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The US Food and Drug Administration (FDA) sent a warning to mobile health (mHealth) app and devices developers that claim to diagnose traumatic brain injuries (TBIs), lengthening the body of evidence that the mHealth market is riddled with flaws.
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The FDA strictly regulates tech that diagnoses TBIs, which affect 3 million people annually and cause 50,000 deaths each year, per the Brain Trauma Foundation. But the FDA’s notice suggests issues around unapproved apps and devices misleadingly claiming to assess or diagnose brain conditions, which could cause consumers with serious head injuries to skip out on medical care.
Here’s what it means: This is the latest news that could sway consumers away from unregulated mHealth apps.
- There’s little evidence supporting the effectiveness of diagnostic mHealth apps. For example, out of the hundreds of thousands of mHealth apps on the market, the effectiveness of only 22 have been evaluated in the last decade.
- And health apps are known to overshare user data, raising privacy concerns. For example, 79% of the 24 top-rated mHealth apps shared user data with a total of 55 entities, including app developers, their parent companies, and third parties, according toa recent study. Despite the study’s limited scope, its findings likely apply to the broader mHealth market.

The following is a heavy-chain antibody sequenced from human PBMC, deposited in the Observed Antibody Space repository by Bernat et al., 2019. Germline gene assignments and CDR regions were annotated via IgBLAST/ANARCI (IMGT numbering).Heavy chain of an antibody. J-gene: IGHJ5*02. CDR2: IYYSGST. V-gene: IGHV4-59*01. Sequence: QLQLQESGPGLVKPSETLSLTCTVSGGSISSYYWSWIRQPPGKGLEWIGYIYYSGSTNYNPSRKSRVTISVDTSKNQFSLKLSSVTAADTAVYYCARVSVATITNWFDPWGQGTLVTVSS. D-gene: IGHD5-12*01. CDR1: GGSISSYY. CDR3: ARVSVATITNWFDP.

The bigger picture: Providers have an opportunity to fill the gap in the mHealth market with credible products.
Providers — including telemedicine companies and traditional health systems — have an opportunity to leverage their doctor networks to develop superior mHealth apps. Patients may be more trusting and likely to use mHealth apps that are developed and prescribed by doctors. And tying a small user fee to these apps also offers a significant revenue opportunity — there were an estimated 3.7 billion mHealth app downloads globally in 2017, up from 1.7 billion in 2013.
The swelling cost of building an mHealth app from scratch should push providers to invest now. On average, mHealth apps currently take between 15 months and two years to launch and cost around $425,000to develop. That’s up 960% from the $40,000 it cost to develop an mHealth app in 2011. In order to tap into the benefits of mHealth apps before costs become more prohibitive, providers should partner with mHealth app developers or explore developing apps in-house now — or risk losing out.
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